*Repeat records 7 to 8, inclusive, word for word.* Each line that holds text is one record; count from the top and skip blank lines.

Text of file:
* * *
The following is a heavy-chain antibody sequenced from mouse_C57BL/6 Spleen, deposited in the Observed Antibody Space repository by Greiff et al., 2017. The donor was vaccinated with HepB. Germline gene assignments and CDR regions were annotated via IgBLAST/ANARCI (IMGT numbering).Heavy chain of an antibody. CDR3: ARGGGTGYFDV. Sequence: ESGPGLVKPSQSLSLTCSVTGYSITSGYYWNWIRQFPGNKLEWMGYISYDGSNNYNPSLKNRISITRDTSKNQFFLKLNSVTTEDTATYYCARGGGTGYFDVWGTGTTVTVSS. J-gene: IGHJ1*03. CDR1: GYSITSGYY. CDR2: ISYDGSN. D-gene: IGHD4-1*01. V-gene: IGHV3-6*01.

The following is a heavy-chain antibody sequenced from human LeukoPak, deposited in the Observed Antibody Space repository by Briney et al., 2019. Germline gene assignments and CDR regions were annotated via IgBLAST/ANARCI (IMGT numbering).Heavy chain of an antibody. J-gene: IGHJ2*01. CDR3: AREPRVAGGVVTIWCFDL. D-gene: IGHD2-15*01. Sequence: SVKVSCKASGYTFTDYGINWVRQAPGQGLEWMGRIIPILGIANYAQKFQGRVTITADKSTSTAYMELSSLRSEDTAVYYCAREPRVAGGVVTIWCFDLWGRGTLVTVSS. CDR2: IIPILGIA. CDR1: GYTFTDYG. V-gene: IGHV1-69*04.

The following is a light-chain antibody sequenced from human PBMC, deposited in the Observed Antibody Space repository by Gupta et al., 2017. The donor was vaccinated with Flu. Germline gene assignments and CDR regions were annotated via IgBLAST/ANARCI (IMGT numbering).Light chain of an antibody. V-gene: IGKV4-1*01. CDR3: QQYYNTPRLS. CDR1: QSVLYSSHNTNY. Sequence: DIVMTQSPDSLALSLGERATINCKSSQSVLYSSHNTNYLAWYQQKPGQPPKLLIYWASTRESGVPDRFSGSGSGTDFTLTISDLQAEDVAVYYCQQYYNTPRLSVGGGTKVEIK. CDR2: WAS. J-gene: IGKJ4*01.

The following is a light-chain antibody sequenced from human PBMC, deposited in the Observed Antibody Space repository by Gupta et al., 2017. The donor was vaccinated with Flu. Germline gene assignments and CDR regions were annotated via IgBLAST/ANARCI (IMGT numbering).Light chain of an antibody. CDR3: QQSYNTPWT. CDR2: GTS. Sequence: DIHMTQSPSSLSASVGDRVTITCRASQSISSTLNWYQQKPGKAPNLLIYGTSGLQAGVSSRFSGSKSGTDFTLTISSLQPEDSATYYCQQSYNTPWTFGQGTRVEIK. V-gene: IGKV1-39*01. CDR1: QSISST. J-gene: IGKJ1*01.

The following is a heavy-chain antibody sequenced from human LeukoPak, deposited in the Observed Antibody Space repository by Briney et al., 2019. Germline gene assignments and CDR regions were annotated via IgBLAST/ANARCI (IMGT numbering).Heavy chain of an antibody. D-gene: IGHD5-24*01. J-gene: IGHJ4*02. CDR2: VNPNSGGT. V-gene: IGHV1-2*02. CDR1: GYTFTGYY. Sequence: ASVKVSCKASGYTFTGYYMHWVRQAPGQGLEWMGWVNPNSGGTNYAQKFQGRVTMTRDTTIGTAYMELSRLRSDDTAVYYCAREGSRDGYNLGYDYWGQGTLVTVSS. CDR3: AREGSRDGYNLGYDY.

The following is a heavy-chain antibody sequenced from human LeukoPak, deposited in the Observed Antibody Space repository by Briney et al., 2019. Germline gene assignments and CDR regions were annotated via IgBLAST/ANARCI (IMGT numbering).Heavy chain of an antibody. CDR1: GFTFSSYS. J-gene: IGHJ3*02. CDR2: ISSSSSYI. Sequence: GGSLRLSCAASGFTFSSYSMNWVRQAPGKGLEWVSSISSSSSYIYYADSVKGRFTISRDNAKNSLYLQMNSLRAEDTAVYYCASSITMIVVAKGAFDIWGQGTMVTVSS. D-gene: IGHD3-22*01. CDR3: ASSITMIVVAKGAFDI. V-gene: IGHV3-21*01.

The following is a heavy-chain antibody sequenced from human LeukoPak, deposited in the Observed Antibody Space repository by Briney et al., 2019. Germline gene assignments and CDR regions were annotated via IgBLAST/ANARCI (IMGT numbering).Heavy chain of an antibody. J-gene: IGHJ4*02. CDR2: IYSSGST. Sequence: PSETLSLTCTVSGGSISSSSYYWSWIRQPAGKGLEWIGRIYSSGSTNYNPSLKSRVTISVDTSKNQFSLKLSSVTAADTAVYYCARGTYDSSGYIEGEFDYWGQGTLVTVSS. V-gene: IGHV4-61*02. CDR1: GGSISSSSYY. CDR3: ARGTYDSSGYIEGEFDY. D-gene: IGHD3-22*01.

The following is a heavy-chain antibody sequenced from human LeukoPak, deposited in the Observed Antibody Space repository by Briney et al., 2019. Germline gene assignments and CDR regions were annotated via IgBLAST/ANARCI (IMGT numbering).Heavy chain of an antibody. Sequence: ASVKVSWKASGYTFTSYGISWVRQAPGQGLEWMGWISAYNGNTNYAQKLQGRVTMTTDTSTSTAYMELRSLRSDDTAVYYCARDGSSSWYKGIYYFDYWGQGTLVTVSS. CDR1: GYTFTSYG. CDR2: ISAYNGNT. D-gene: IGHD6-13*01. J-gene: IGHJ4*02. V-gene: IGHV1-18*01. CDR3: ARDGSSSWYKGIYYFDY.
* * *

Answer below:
The following is a heavy-chain antibody sequenced from human LeukoPak, deposited in the Observed Antibody Space repository by Briney et al., 2019. Germline gene assignments and CDR regions were annotated via IgBLAST/ANARCI (IMGT numbering).Heavy chain of an antibody. J-gene: IGHJ4*02. CDR2: IYSSGST. Sequence: PSETLSLTCTVSGGSISSSSYYWSWIRQPAGKGLEWIGRIYSSGSTNYNPSLKSRVTISVDTSKNQFSLKLSSVTAADTAVYYCARGTYDSSGYIEGEFDYWGQGTLVTVSS. V-gene: IGHV4-61*02. CDR1: GGSISSSSYY. CDR3: ARGTYDSSGYIEGEFDY. D-gene: IGHD3-22*01.

The following is a heavy-chain antibody sequenced from human LeukoPak, deposited in the Observed Antibody Space repository by Briney et al., 2019. Germline gene assignments and CDR regions were annotated via IgBLAST/ANARCI (IMGT numbering).Heavy chain of an antibody. Sequence: ASVKVSWKASGYTFTSYGISWVRQAPGQGLEWMGWISAYNGNTNYAQKLQGRVTMTTDTSTSTAYMELRSLRSDDTAVYYCARDGSSSWYKGIYYFDYWGQGTLVTVSS. CDR1: GYTFTSYG. CDR2: ISAYNGNT. D-gene: IGHD6-13*01. J-gene: IGHJ4*02. V-gene: IGHV1-18*01. CDR3: ARDGSSSWYKGIYYFDY.